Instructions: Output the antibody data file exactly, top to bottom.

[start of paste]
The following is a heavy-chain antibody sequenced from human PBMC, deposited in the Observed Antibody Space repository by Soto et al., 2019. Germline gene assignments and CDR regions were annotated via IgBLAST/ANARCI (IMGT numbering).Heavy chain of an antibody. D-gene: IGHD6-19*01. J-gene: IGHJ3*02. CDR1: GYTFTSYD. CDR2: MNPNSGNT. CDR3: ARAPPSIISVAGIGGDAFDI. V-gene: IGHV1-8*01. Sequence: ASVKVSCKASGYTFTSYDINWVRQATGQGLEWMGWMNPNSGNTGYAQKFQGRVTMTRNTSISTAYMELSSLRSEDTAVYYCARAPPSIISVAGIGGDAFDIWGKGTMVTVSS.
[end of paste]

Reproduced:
The following is a heavy-chain antibody sequenced from human PBMC, deposited in the Observed Antibody Space repository by Soto et al., 2019. Germline gene assignments and CDR regions were annotated via IgBLAST/ANARCI (IMGT numbering).Heavy chain of an antibody. D-gene: IGHD6-19*01. J-gene: IGHJ3*02. CDR1: GYTFTSYD. CDR2: MNPNSGNT. CDR3: ARAPPSIISVAGIGGDAFDI. V-gene: IGHV1-8*01. Sequence: ASVKVSCKASGYTFTSYDINWVRQATGQGLEWMGWMNPNSGNTGYAQKFQGRVTMTRNTSISTAYMELSSLRSEDTAVYYCARAPPSIISVAGIGGDAFDIWGKGTMVTVSS.